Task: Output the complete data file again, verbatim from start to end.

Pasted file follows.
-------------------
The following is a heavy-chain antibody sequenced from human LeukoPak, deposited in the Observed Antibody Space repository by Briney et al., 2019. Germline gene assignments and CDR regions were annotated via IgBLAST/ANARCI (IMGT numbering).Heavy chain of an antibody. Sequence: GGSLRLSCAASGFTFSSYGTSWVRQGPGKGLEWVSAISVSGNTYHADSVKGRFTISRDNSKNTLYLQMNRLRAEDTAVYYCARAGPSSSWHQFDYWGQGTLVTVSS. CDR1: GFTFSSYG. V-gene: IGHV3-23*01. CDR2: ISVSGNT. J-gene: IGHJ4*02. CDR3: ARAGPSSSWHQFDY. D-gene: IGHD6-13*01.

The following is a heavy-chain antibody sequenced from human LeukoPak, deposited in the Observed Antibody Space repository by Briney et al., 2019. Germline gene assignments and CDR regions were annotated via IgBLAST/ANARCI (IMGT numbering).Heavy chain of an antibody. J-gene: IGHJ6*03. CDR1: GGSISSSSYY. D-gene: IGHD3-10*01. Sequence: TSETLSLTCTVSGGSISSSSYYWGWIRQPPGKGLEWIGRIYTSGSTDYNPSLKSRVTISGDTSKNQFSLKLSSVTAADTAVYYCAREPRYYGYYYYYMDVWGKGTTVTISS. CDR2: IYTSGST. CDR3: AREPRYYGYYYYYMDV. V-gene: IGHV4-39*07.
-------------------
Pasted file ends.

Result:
The following is a heavy-chain antibody sequenced from human LeukoPak, deposited in the Observed Antibody Space repository by Briney et al., 2019. Germline gene assignments and CDR regions were annotated via IgBLAST/ANARCI (IMGT numbering).Heavy chain of an antibody. Sequence: GGSLRLSCAASGFTFSSYGTSWVRQGPGKGLEWVSAISVSGNTYHADSVKGRFTISRDNSKNTLYLQMNRLRAEDTAVYYCARAGPSSSWHQFDYWGQGTLVTVSS. CDR1: GFTFSSYG. V-gene: IGHV3-23*01. CDR2: ISVSGNT. J-gene: IGHJ4*02. CDR3: ARAGPSSSWHQFDY. D-gene: IGHD6-13*01.

The following is a heavy-chain antibody sequenced from human LeukoPak, deposited in the Observed Antibody Space repository by Briney et al., 2019. Germline gene assignments and CDR regions were annotated via IgBLAST/ANARCI (IMGT numbering).Heavy chain of an antibody. J-gene: IGHJ6*03. CDR1: GGSISSSSYY. D-gene: IGHD3-10*01. Sequence: TSETLSLTCTVSGGSISSSSYYWGWIRQPPGKGLEWIGRIYTSGSTDYNPSLKSRVTISGDTSKNQFSLKLSSVTAADTAVYYCAREPRYYGYYYYYMDVWGKGTTVTISS. CDR2: IYTSGST. CDR3: AREPRYYGYYYYYMDV. V-gene: IGHV4-39*07.